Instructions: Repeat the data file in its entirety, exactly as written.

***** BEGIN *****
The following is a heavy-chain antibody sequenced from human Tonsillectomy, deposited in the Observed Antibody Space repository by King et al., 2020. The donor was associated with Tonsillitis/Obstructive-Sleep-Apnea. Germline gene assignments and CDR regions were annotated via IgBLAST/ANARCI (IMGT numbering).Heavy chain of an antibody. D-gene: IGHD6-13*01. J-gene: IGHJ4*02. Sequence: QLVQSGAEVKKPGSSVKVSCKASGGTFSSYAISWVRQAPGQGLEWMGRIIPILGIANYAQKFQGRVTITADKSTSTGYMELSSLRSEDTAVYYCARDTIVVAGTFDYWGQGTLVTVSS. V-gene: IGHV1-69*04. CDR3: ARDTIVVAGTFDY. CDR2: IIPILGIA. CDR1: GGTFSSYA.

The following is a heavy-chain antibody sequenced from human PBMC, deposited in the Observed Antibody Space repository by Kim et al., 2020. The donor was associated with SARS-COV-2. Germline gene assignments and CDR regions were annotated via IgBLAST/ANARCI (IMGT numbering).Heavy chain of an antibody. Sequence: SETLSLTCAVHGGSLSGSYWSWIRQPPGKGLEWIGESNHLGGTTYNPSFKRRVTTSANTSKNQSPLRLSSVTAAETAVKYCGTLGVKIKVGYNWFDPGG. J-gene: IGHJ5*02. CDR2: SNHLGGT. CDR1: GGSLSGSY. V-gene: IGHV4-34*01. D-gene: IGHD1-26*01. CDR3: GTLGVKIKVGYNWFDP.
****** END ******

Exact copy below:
The following is a heavy-chain antibody sequenced from human Tonsillectomy, deposited in the Observed Antibody Space repository by King et al., 2020. The donor was associated with Tonsillitis/Obstructive-Sleep-Apnea. Germline gene assignments and CDR regions were annotated via IgBLAST/ANARCI (IMGT numbering).Heavy chain of an antibody. D-gene: IGHD6-13*01. J-gene: IGHJ4*02. Sequence: QLVQSGAEVKKPGSSVKVSCKASGGTFSSYAISWVRQAPGQGLEWMGRIIPILGIANYAQKFQGRVTITADKSTSTGYMELSSLRSEDTAVYYCARDTIVVAGTFDYWGQGTLVTVSS. V-gene: IGHV1-69*04. CDR3: ARDTIVVAGTFDY. CDR2: IIPILGIA. CDR1: GGTFSSYA.

The following is a heavy-chain antibody sequenced from human PBMC, deposited in the Observed Antibody Space repository by Kim et al., 2020. The donor was associated with SARS-COV-2. Germline gene assignments and CDR regions were annotated via IgBLAST/ANARCI (IMGT numbering).Heavy chain of an antibody. Sequence: SETLSLTCAVHGGSLSGSYWSWIRQPPGKGLEWIGESNHLGGTTYNPSFKRRVTTSANTSKNQSPLRLSSVTAAETAVKYCGTLGVKIKVGYNWFDPGG. J-gene: IGHJ5*02. CDR2: SNHLGGT. CDR1: GGSLSGSY. V-gene: IGHV4-34*01. D-gene: IGHD1-26*01. CDR3: GTLGVKIKVGYNWFDP.